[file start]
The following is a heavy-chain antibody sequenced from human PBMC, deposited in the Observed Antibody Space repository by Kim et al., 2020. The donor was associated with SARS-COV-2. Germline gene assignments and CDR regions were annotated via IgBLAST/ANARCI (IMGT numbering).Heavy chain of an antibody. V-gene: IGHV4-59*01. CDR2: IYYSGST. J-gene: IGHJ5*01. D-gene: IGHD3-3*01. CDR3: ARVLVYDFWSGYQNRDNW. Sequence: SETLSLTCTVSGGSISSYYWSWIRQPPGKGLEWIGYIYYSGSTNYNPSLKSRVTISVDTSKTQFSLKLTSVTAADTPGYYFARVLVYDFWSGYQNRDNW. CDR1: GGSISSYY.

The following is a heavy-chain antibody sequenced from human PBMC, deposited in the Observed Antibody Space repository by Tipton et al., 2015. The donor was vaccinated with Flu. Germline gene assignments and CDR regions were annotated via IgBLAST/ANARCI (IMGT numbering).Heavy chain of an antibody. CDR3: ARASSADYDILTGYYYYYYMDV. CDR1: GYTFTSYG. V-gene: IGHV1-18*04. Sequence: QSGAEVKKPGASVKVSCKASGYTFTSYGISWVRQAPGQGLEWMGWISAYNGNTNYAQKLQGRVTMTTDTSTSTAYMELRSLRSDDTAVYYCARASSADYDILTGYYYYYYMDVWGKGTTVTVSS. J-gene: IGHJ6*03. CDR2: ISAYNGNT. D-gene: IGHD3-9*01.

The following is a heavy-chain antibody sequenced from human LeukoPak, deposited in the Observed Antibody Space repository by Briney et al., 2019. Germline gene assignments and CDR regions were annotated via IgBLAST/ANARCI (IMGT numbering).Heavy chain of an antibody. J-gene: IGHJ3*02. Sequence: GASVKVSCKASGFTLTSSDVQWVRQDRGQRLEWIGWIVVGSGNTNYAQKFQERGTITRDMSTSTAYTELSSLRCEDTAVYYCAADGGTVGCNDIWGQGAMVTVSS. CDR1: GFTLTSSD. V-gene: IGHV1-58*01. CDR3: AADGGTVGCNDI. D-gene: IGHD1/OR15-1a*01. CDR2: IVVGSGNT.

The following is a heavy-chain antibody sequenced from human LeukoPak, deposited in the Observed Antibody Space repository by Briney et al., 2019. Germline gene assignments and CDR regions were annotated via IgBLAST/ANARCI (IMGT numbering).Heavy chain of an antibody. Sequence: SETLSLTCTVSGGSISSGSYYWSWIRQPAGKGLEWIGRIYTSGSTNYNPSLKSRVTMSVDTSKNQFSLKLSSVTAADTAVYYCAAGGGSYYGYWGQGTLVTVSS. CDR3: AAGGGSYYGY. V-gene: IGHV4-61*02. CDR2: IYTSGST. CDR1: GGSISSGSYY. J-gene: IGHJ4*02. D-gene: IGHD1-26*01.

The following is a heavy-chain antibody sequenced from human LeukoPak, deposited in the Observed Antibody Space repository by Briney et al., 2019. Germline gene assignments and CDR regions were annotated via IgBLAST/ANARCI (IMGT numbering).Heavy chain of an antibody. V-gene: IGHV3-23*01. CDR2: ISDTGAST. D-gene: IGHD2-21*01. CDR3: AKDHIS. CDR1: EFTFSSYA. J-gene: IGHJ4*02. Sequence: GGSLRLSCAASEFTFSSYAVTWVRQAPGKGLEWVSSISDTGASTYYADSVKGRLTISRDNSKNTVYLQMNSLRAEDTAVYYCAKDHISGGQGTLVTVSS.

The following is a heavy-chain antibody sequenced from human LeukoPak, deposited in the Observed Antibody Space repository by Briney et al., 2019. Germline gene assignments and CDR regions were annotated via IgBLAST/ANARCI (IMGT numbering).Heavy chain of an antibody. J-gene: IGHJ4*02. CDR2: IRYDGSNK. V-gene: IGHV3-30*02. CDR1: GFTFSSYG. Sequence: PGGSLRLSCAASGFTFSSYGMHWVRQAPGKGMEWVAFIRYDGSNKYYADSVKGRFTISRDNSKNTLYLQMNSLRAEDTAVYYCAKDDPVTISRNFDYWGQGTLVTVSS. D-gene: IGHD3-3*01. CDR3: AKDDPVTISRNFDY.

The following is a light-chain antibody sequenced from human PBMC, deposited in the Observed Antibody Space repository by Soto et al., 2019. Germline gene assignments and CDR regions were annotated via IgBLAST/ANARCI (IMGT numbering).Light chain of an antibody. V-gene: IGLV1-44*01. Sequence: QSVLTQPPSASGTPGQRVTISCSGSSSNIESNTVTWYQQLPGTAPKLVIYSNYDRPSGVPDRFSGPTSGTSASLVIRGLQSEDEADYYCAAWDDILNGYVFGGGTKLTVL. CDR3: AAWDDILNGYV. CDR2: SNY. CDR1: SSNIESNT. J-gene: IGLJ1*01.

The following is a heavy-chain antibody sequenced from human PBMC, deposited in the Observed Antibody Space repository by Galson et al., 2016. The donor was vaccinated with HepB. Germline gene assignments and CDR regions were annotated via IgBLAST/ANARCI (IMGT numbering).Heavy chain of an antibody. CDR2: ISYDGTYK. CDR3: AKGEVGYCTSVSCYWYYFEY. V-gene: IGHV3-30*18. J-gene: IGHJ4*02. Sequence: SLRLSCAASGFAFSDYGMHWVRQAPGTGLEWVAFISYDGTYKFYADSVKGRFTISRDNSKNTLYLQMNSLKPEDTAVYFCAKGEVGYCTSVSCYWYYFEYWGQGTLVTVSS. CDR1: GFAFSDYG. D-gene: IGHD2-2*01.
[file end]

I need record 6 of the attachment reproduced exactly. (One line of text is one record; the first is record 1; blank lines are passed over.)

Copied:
The following is a heavy-chain antibody sequenced from human LeukoPak, deposited in the Observed Antibody Space repository by Briney et al., 2019. Germline gene assignments and CDR regions were annotated via IgBLAST/ANARCI (IMGT numbering).Heavy chain of an antibody. J-gene: IGHJ4*02. CDR2: IRYDGSNK. V-gene: IGHV3-30*02. CDR1: GFTFSSYG. Sequence: PGGSLRLSCAASGFTFSSYGMHWVRQAPGKGMEWVAFIRYDGSNKYYADSVKGRFTISRDNSKNTLYLQMNSLRAEDTAVYYCAKDDPVTISRNFDYWGQGTLVTVSS. D-gene: IGHD3-3*01. CDR3: AKDDPVTISRNFDY.